But the most vociferous claims of sobriety come from Tyler himself. At the downtownloft of new manager Wendy Laister- who was once Collins' right- hand woman- Tyler, looking tanned and relaxed in a blue silk shirt, jeans and sneakers, sits back and sips a carrot juice. "I've had no mood- altering substances in 10 years,"Tyler states calmly. "I may seem cool and collected, but there's a part of me that is really pissed at Tim."
Tyler says clashes that occur during recording are standard in any band that has been together for 20 years- and perhaps especially in Aerosmith: "Look at the video of The making Of Pump- and that's just the stuff we could show." Tyler says his midnight lyric- writing jags were inspired by nothing more than a creative rush. "When I am in my creative mode, I saty up all night. In Florida I'd get in the zone. Whatever anybody thinks about my behaviors- if people think I'm high or on drugs, or don't like my behaviors- fuck you."
Joe Perry seconds the motion. Of Tyler's creative methods, he chuckles: "Steven was being full of steven, and he wears his eccentricities on his sleeve." Perry is also adamant that Tyler has not slipped. Perry says of the band's letter to Tyler: "It had nothing to do with drugs" and was written at the behest of Timmins, who had been called in to help settle the band's personality and creative clashes. It was Timmins' suggestion that the band go to Steps center. "it was part of our ongoing process of satying together," Perry says. "Communication had broken down, so we had a conflict- resolution week. we wanted a safe place for everyone to air what they wanted to air."
At Steps, the band's displeasure with Collins came to the fore. Shortly after, the manager was dismissed at a morning meeting at the Four Seasons hotel in Boston.
Aerosmith won't discuss the reasons behind the split due to settlement negotiations with Collins. but the deep- rooted origins of it are detectable in Tyler's apparent change of position on the issue of public promotion of sobriety. A man who once spoke publicly about his membership in AA, Tyler now says that he had become"irked" by Collins' public stance as an anti- drug crusader and his touting of the band as recovery icons.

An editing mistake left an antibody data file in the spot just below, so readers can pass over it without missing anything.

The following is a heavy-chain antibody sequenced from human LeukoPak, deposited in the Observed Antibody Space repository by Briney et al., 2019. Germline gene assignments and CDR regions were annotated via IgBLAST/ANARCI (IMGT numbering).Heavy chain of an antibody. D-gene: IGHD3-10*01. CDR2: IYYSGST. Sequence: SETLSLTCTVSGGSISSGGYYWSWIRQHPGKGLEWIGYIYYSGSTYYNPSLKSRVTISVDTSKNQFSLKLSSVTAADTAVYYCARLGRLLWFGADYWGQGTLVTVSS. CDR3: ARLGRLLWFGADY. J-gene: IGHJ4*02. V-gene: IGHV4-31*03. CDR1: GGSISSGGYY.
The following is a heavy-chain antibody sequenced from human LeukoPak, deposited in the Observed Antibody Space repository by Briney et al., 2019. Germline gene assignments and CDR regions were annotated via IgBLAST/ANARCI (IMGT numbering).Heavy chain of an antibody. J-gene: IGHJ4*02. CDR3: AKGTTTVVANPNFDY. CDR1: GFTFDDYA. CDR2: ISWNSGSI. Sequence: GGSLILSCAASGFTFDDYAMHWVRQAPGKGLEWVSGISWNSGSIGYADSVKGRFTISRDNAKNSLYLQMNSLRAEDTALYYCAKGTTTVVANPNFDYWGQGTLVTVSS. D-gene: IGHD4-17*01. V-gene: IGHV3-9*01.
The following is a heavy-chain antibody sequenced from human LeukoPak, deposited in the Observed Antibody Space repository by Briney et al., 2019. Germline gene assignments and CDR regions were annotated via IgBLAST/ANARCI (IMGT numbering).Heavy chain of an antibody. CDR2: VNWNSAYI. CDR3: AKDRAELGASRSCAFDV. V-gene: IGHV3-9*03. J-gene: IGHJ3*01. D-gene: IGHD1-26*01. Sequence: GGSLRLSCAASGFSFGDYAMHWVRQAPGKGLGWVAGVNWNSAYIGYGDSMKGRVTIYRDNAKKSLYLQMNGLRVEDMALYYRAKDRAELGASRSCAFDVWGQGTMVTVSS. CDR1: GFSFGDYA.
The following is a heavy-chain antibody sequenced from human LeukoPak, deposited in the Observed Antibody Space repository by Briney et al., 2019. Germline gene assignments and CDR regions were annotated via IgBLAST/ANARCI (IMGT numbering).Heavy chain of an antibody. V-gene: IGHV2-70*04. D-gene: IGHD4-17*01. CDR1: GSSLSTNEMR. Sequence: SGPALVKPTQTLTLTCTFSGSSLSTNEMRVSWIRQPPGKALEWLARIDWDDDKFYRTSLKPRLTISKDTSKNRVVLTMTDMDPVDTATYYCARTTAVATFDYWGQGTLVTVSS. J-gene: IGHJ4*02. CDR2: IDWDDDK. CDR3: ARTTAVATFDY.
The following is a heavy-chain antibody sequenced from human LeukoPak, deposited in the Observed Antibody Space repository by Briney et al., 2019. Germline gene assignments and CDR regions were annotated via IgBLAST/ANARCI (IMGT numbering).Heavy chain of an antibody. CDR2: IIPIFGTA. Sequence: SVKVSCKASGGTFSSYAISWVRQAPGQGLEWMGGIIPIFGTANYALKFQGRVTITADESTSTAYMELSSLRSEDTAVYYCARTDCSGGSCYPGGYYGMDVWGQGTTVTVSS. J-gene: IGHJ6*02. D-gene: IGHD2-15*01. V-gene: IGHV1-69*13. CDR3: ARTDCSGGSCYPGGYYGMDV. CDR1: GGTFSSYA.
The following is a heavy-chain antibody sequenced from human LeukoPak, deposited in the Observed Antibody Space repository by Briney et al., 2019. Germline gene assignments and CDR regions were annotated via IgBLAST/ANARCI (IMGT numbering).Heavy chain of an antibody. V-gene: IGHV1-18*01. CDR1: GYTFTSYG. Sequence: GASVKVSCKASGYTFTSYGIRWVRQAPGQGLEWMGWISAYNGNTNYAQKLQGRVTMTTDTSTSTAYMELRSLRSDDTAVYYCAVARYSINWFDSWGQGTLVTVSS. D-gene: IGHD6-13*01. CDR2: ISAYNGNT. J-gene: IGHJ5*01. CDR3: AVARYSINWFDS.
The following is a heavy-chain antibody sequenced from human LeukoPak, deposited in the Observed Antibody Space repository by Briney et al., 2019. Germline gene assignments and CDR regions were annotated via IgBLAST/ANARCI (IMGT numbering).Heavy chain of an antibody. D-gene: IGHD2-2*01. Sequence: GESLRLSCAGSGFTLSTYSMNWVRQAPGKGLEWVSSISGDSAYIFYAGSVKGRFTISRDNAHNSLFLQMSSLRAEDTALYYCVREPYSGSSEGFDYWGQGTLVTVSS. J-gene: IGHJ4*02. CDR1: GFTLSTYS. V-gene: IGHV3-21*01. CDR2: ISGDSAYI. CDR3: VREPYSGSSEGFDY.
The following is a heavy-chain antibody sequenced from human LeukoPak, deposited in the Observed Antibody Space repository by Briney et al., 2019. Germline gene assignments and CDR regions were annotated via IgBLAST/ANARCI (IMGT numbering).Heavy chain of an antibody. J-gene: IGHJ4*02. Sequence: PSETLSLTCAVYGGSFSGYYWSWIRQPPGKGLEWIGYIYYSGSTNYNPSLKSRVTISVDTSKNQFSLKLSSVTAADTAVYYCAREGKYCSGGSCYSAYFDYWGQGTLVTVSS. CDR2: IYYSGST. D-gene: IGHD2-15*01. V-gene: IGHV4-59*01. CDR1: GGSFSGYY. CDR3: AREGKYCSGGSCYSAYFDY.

"It's called Alcoholics Anonymous," Tyler says. "it's really honestly none of his business what he does.... One of the things that I didn't like was how in the press, Tim was getting up on the soap- box a bit and using my name. "Tyler hints that after 10 years he wanted a longer leash, but he says he remains committed to stringent sobriety: "If I were to have a glass of beer, my behavior might change, and I might say, 'What the hell, I can have a line of blow.' [But] drugs are not an option for me."
Regarding the album, Tyler maintains that everything is on track and speaks with confidence about the new songs . Laister (who insisted on being present for this interview for legal reasons) explains that there was no drug- related reason behind the severing of ties with producer Ballard. "Glen sat around waiting while all these issues bubbled up and were being dealt for two months in L.A.," she says. It was agreed that Ballard should be released so that he could move on to other projects. According to Perry, the band is now recording additional songs with producer Kevin Shirley, as well as mixing and re- cutting tracks that were recorded with Ballard.
Asked if he thinks Collins' drug allegations stem from vindictiveness about his firing, Tyler says, "You'll have to decide that for yourself. i can't really tell you." Then he glances at the tape recorder and rolls his eyes, his face splitting to a classic Tyler grin: "Aren't you getting a visual?"
But Collins insists that highly unusual public airing of such matters is motivated by "service"- to break Tyler's and Aerosmith's denial. "I'm thinking maybe if they read this story, they'll go, 'Holy shit.' If they really know me, they know I wouldn't do this for revenge."